By Melissa Platero, CCNN Writer
Earlier in the month, a friend and I got two seats and a big bucket of popcorn to enjoy Johnny Depp in yet another Disney movie. As fans of his work in Pirates of the Caribbean and plenty of other big-featured films, we had high expectations for The Lone Ranger. As the film progressed and the storyline developed, we couldn’t help but feel disappointed. Apparently, we weren’t the only ones who felt the movie needed a lot of improvement to keep our attention.
The weak plot and lack of charming characters, however, is the least of Disney’s recent worries. With a ridiculously high budget of $225 million, the film opened in the US and Canada to a drastically pitiful $29.9 million. Wow! A month and a half later now, the future of this box office failure doesn’t seem to look any brighter. Disney estimates a loss of between $160-190 million dollars.
Now, does that mean Disney’s doomed or crippled somehow? Nah. See, Disney’s main revenue (money) comes from its theme parks and cable network. So, occasional big-budget fails like The Lone Ranger aren’t going to harm Disney in the long run, especially when they’ve got cash cows like Monsters University and Marvel Entertainment movies raking in the dough.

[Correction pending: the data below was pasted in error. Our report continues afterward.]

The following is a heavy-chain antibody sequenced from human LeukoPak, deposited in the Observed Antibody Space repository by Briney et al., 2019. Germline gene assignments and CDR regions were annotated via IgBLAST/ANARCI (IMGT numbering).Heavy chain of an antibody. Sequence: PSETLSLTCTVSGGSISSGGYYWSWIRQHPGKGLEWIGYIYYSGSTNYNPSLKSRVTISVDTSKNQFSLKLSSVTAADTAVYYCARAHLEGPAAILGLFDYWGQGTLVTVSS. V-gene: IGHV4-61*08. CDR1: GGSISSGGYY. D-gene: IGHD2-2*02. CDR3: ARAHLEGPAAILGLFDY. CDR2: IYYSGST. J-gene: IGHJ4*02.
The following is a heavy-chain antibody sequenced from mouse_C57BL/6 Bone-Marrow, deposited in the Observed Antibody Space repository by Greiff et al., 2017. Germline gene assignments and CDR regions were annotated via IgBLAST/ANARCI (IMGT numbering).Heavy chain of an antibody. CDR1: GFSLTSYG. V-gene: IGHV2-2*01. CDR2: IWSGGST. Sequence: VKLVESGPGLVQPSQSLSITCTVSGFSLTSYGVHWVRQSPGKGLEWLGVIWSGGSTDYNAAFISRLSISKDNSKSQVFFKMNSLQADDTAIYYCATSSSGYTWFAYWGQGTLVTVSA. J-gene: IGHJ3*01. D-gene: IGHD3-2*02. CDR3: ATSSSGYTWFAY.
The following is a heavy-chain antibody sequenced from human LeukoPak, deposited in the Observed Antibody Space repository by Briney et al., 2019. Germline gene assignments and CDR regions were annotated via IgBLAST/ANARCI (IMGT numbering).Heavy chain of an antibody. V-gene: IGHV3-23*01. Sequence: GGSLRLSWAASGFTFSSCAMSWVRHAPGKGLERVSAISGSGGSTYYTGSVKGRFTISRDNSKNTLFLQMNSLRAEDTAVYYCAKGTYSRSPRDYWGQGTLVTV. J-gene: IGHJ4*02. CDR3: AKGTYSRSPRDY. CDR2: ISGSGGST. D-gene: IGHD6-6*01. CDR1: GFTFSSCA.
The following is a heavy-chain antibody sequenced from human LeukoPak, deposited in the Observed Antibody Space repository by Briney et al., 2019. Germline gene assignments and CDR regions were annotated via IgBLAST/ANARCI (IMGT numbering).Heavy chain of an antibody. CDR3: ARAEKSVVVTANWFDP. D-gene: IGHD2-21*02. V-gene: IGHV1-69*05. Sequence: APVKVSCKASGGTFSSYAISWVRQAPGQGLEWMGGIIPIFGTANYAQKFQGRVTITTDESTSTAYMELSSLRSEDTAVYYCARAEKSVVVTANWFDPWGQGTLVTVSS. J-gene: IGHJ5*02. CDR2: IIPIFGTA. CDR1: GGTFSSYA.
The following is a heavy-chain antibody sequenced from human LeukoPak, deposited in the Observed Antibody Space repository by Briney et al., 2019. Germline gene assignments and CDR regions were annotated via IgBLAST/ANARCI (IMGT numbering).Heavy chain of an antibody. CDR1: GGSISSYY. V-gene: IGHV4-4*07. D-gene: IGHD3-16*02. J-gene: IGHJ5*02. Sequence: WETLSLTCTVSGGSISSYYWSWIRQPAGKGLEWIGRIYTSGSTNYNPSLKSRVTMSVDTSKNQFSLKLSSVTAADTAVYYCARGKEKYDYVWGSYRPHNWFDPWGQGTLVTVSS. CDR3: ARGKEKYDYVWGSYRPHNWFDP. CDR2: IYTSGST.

When chief executive of The Walt Disney Company, Bob Iger, was asked about the movie and its bad press, he answered, “We are confident that our strategy of creating high-quality branded content positions us well for the future. One way to rise above the din and the competition is with a big film, not just big budget, but big story, big cast, big marketing behind it.” He also said he appreciated the risk that came with high-cost films and thought the film was worth it.
Plenty of film reviews have stated that the movie was boring, excessively long, and lacked the spark that made viewers excited to be in the theatre. As someone who has seen the movie, I can completely agree. Unless you want a long nap, I’d skip The Lone Ranger and tune into one of Disney’s better films.
Images courtesy of Lone Ranger Facebook.